My reason for the single star is that RDF is associated with Apple making the golden age of health care statement. They did nothing of the sort and simply released it as a new service (with no direct revenue associated). That an article makes such a claim it up to them and has nothing to do with Apple. That is not RDF since the reporters are not employees of Apple.
      It is disingenuous of you to suggest that Apple are conducting RDF for this new service. Time will tell how successful this approach will be but the fact that one research program signed up 25000 volunteers suggests that this is a good method.

      1. If I knew how to put the sound of something going right over someone’s head into print this is where I would write it.

        Oh well, here goes! Whoooooooooooosh!

  1. This was said to be available when it was announced. I checked the native Health app and there’s nothing, checked the App Store and nothing. Can anyone tell me how to sign up for these HealthKit data contribution/sharing studies?

      1. I just highlighted the words “ResearchKit” in your post and used this new fangled thing called an internet search and found several links on the first page of results.

    1. Big Pharma, who will be funding the research. The public sources for medical research, like the National Institute for Health and Center for Disease Control are being defunded by the Republican Congress because they keep using science.

      1. It will help big pharma, small pharma, biotechs of every size, and the companies that support them, etc.

        I work in one, and write the contracts for phase III studies (mostly). A number of our central labs and biostat contracts are with vendors who use smartphones and custom devices with their apps for tracking and collecting study data. It’s already being done, more or less. Sure, we still use the old fashioned 3-5 question paper surveys that are laughably subjective, but it’s still very early days using devices to do it better.

        ResearchKit should be a rocket boost to that. Snark on it now all you want, but wait 3 years to see the first returns on it. Or wait 5 years and it’ll be a given to use smart watches and ResearchKit for data collection and analysis.

        Figuring it out how to use it, and then how to handle all that data will take time. But when they do (and they will), it should kick off a minor golden age at least.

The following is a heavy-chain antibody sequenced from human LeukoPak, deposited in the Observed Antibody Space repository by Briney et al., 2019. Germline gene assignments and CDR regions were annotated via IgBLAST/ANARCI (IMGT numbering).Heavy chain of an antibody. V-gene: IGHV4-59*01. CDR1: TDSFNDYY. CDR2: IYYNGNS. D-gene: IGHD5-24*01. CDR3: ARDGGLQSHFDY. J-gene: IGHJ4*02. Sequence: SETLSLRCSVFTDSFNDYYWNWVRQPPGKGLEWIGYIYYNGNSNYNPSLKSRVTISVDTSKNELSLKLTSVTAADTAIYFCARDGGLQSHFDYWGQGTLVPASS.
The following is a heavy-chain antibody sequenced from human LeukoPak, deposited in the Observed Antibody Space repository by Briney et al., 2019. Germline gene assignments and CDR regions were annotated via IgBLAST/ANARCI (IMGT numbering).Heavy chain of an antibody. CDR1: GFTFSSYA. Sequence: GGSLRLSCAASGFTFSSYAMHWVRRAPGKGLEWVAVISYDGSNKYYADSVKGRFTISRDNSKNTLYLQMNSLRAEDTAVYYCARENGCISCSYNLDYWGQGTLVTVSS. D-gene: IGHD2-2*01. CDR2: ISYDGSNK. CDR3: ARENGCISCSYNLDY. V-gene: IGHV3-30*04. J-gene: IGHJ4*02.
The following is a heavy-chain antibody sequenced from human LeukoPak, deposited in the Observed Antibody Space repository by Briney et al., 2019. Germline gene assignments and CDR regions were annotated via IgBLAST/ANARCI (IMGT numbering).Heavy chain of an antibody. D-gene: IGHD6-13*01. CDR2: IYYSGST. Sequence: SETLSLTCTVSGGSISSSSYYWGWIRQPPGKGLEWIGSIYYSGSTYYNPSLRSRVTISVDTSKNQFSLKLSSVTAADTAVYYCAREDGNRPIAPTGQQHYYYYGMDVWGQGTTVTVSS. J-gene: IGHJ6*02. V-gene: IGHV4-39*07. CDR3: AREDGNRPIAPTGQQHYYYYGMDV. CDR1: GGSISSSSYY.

And they open sourced it. Big deal there. There’s a lot of talent out there in the field that will dive into that and work with it in ways not ever envisioned by Apple. I expect the data collection and analysis to improve markedly over the next decade+, and the cross-polination of ideas and therapies will be stunning.

        1. I think your hopes for the future impact of ResearchKit are well founded and I share them, although I am at the end of the chain of the impact rather than in the middle of it, as you are.

          My snarkiness about the ultimate destination of the gold isn’t about the smart, hard working, dedicated people in the middle of the process. It’s about an industry that develops drugs that cost $200 per dose to manufacture and charges the patients insurance provider $10,000 per dose to buy the medication. It’s about an industry that pays doctors directly to prescribe medications that have little impact on the outcomes for the patient, other than to run up the bill. It’s about an industry that influenced Congress to place wording in the legislation for Medicare Part D that forbade Medicare from negotiating prices with the pharmaceutical manufacturers. For people that believe those are correct actions to take, I remain skeptical of any outcome other than more greed at anyones expense.

  2. Apple had better be careful how this is marketed. If it becomes too much defined as a healthcare or medical device then Obama gets to to tax it under the “Medical Device” provision in Obamacare Law. It could then encompass your iPhone too if it’s being used as part of the medical research.
    Yeah it sounds stupid but, is it really that far-fetched when talking about this administration…?
    All it takes is another little “motivational talk” to Justice Roberts and, Boom! It’s declared a medical device.